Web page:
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In a small NH town, Spanish language enthusiasts work towards trust across cultural lines

Hipanic Latino
Gaby Lozada
When Gloria Krzynowuk, originally from Spain, moved from Utah to New Hampshire in the 90s, she found good friends in a book club started by other women from her native country. They now promote camaraderie among people from other Hispanic countries.

Cali Washington recently drove over an hour from the Seacoast to a Mexican restaurant in Gilford to meet up with her friend Rosa Blair. Blair, who lives in Gilford but is originally from Spain, invited Washington, who was born in Guatemala, to be part of a group that meets monthly to celebrate the Spanish language. It was her first time meeting the group, but people quickly welcomed her and asked about her cultural background.

“My mom is from Panama, and my father is from Cuba,” she said.

In her decade living in New Hampshire, Washington hasn’t met many Hispanics, so she was excited to see many gathered in one place. Seated at a large table with people from six countries, she joined the conversation about how, in Spanish, some words mean different things depending on what country you are in.

As they laughed and sipped their drinks, people from six countries looked over the menu offering enchiladas, churros, and other Mexican delicacies. Different accents echoed across the table: Costa Ricans talk slowly, while Cubans, like Ernesto Gonzales from Franklin, talk slightly faster.

“This is the first time I have spoken so much Spanish in the past 20 years,” he said. Since childhood, he has been determined not to lose his native language.

There are also some Americans who learned Spanish in high school or college. Paula Phelps was born in Gilford and works as a Spanish teacher at a local high school. The conversation group lets her learn more about the cultures of people from all over the Spanish-speaking world

“And it has made some good friendships; it really created some nice memories,” she said.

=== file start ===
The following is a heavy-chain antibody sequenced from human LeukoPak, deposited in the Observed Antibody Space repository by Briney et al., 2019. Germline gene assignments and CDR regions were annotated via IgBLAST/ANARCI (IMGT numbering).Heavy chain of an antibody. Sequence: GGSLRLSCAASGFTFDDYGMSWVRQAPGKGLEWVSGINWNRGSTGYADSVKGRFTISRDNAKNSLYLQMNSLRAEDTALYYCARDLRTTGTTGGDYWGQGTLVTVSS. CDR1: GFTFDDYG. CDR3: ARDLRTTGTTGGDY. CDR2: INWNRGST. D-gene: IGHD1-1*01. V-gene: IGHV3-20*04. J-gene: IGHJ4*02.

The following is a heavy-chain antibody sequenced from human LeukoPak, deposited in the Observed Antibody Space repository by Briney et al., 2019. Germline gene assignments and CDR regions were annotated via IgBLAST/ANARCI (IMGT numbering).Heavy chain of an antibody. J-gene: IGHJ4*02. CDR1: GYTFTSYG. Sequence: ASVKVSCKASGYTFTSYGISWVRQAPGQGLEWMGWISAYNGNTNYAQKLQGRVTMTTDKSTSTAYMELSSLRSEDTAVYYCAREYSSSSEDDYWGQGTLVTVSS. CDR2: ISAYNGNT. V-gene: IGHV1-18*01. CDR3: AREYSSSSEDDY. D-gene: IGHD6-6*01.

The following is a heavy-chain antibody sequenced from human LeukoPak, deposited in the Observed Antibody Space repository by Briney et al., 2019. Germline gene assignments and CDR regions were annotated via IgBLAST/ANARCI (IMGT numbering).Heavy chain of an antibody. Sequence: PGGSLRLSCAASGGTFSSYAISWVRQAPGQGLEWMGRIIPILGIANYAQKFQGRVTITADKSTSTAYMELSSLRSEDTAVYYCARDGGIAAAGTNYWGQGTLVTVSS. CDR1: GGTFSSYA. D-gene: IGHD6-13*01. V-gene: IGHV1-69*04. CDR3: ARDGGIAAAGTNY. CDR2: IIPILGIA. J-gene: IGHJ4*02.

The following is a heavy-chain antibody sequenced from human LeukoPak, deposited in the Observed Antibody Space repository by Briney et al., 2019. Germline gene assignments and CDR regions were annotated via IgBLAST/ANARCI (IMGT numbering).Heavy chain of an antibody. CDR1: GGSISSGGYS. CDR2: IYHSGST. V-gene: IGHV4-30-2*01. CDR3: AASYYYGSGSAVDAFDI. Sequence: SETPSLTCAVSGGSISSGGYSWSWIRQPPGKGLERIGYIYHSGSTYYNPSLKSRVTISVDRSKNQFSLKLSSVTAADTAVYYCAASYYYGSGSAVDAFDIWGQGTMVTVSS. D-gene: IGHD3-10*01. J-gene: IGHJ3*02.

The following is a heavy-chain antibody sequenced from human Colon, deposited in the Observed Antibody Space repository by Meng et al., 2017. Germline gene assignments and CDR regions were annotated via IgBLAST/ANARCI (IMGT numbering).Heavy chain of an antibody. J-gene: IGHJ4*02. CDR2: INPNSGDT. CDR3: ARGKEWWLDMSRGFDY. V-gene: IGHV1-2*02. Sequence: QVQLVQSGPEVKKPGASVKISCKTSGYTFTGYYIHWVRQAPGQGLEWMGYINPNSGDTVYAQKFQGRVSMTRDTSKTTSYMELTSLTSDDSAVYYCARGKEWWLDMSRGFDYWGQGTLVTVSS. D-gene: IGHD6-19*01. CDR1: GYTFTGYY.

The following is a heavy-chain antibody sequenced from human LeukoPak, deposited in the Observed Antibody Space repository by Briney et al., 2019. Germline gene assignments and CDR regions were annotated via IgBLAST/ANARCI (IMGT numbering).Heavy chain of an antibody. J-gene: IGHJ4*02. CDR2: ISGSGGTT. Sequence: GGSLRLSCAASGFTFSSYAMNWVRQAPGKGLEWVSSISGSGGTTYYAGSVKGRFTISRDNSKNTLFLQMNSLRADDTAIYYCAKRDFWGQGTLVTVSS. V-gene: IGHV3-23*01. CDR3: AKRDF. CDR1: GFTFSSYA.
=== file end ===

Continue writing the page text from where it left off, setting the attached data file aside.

Rosa Blair started the group as a book club in the 90s. It evolved into a playgroup some women used to maintain their children’s Spanish language skills. Blair used to host parties, or ferias, where families dressed in traditional Spanish garments sang and danced.

But as people from other countries expressed interest, she opened a Facebook group. Since then, people from all over New Hampshire have joined. They decided not to meet anymore at her house but at local restaurants.

“I would love to fill up a map with friends from every country in Latin America,” Blair said. Her friend Milagros Tathan, also from Spain, shares that goal. She has lived 43 years in New Hampshire.

“We are truthfully like friends,” she said. “With them, I don't feel like I'm that far away.”

Hispanic Latino
Gaby Lozada
(From left to right) Julio Herrera from El Salvador, Milagros Tathan from Spain, Rosa Blair from Spain, and Cali Washington from Guatemala share a meal at El Tequila Mexican Restaurant in Gilford, N.H.

Among the attendees, there are also new Americans, like Rolando Ardon from Costa Rica, who lives in Manchester. He says it has been challenging for his family to find places to make new friends. He loves the group's vibe and how there is no resistance to learning from each other.

“Latinos have the tendency to socialize a lot, and we finally found a place to meet others but also people born in the U.S.,” he said. “I love that.”

People chat about their families, health concerns, and sports. The group's goals have changed over the years: They want to have a great time now, but its members are also interested in promoting trust among different communities of Hispanic immigrants.

Julio Herrera, from El Salvador, came with his wife Maritza and two kids; he says that sometimes trusting is difficult when you don’t know much about people from other cultures, even if you share the same language.

“We come in good faith, without envy,” he said.

Blair, the organizer, says it is not that people have the urgent need to speak in Spanish, but the gatherings allow them to interact and learn from people they might otherwise never meet.

“What many knew was maybe very stereotypical of what you see on TV, and they have grown a lot,” she said.

Blair is looking for a bigger meeting venue where they can dance or perform. She hopes to inspire others to create similar groups in their own towns.

Photos from the ferias Blair hosted at her home.
Courtesy Milagros Tathan.
Photos from the ferias Blair hosted at her home. 

Gabriela Lozada is a Report for America corps member. Her focus is on Latinx community with original reporting done in Spanish for ¿Qué hay de Nuevo NH?.
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